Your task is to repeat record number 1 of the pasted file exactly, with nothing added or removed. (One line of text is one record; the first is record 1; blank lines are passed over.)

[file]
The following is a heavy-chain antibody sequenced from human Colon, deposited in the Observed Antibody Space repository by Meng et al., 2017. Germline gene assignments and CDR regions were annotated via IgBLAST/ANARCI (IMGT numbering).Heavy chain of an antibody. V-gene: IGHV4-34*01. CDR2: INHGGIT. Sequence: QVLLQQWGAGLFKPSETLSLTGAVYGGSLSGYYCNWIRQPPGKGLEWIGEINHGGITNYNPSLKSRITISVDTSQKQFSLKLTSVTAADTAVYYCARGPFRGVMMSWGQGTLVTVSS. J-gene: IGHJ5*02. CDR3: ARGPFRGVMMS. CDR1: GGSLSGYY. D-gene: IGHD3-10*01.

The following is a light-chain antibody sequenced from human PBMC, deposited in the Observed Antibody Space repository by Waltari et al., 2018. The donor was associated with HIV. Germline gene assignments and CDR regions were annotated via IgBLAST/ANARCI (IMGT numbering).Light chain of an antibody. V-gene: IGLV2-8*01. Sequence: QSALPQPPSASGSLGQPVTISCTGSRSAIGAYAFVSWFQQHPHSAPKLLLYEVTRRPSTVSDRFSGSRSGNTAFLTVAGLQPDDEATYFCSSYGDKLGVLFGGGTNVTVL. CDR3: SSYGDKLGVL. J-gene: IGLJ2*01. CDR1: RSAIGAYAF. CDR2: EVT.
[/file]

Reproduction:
The following is a heavy-chain antibody sequenced from human Colon, deposited in the Observed Antibody Space repository by Meng et al., 2017. Germline gene assignments and CDR regions were annotated via IgBLAST/ANARCI (IMGT numbering).Heavy chain of an antibody. V-gene: IGHV4-34*01. CDR2: INHGGIT. Sequence: QVLLQQWGAGLFKPSETLSLTGAVYGGSLSGYYCNWIRQPPGKGLEWIGEINHGGITNYNPSLKSRITISVDTSQKQFSLKLTSVTAADTAVYYCARGPFRGVMMSWGQGTLVTVSS. J-gene: IGHJ5*02. CDR3: ARGPFRGVMMS. CDR1: GGSLSGYY. D-gene: IGHD3-10*01.